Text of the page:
JADA Uses Vacuum to Induce Physiologic Contraction of the Uterus1
The majority of postpartum hemorrhage cases are caused by uterine atony.2,*
See JADA in Action
Fast, Physiologic Control of Abnormal Postpartum Uterine Bleeding2
The JADA System is intended to provide control and treatment of abnormal postpartum uterine bleeding or hemorrhage when conservative management is warranted.
The JADA System with low-level vacuum connected
The uterus is composed of a web-like network of muscle fibers in its middle layer, called the myometrium. When the placenta separates from the uterine wall after childbirth, that portion of the myometrium is left with open blood vessels, resulting in bleeding. Typically, the uterus contracts and compression of those open vessels stops bleeding. In some instances, the uterine muscle fibers do not contract, causing uncontrolled bleeding, referred to as abnormal postpartum uterine bleeding or postpartum hemorrhage.2
Uterine contraction with the JADA System
When connected to a low-level vacuum source (80 mm Hg +/- 10 mm Hg; not to exceed 90 mm Hg), JADA establishes a vacuum within the uterus, causing the uterus to contract and leading to control of the bleeding. In a clinical study (n=107), contraction of the uterus was observed in a median of 1 minute with control of bleeding observed in a median of 3 minutes.2
Innovation That Works
JADA is made of silicone and a survey found that it is easy to use (98%, n=105/107).2
An Intrauterine Loop has interior Vacuum Pores inside a protective Shield to evacuate blood.
An expandable Cervical Seal is filled with sterile fluid to create a seal that holds a vacuum within the uterus.
A connector at the end of the tube is attached to a regulated vacuum source.
Before using JADA, please read the contraindications, warnings, precautions, and other important information in the accompanying Instructions for Use.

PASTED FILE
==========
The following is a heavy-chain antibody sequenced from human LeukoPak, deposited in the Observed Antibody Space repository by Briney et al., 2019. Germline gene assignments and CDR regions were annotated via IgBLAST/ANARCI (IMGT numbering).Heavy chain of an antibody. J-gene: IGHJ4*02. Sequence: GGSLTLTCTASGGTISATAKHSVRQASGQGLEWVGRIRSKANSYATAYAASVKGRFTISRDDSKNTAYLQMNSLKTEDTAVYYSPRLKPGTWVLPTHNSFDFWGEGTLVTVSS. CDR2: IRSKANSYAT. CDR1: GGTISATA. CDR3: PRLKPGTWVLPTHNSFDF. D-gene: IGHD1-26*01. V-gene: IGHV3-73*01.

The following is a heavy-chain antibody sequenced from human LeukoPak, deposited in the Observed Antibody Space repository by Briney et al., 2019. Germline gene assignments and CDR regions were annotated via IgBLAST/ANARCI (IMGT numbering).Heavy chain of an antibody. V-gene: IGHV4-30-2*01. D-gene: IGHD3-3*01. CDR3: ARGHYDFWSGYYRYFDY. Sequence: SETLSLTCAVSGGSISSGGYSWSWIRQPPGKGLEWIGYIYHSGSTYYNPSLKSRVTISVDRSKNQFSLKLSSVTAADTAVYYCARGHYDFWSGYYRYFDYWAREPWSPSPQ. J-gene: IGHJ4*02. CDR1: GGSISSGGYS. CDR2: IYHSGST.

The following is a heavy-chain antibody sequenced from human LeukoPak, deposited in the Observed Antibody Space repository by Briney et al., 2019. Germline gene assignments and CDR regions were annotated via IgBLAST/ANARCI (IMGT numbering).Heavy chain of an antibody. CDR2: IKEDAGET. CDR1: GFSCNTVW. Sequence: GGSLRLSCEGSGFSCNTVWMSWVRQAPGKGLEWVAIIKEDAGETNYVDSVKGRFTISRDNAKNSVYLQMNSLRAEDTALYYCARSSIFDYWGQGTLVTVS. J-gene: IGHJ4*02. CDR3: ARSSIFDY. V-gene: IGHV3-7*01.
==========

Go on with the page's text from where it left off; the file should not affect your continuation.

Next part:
Contraindications and Warnings
- Ongoing intrauterine pregnancy
- Untreated uterine rupture
- Unresolved uterine inversion
- Current cervical cancer
- Known uterine anomaly
- Current purulent infection of vagina, cervix, or uterus
- For C-sections: Cervix < 3 cm dilated before use of JADA
- Avoid excessive force when inserting the JADA into the uterus or trauma to uterine wall may occur, including perforation.
- The safety and effectiveness of the JADA System in delivery at a gestational age < 34 weeks or, if multiples, uterus judged < 34 weeks size, have not been established. With smaller uterine size, there is potential for increased risk of perforation and expulsion.
- Signs of patient deterioration or failure to improve indicate the need for reassessment and possibly more aggressive treatment and management of postpartum hemorrhage (PPH)/abnormal postpartum uterine bleeding.
- JADA is not a substitute for surgical management and fluid resuscitation of life-threatening PPH/abnormal postpartum uterine bleeding.
- Remove air from Cervical Seal prior to device use to minimize risk of air embolism if Cervical Seal bursts.
- Always fill the Cervical Seal with sterile fluid. Never inflate with air, carbon dioxide, or any other gas to minimize risk of air embolism if Cervical Seal bursts.
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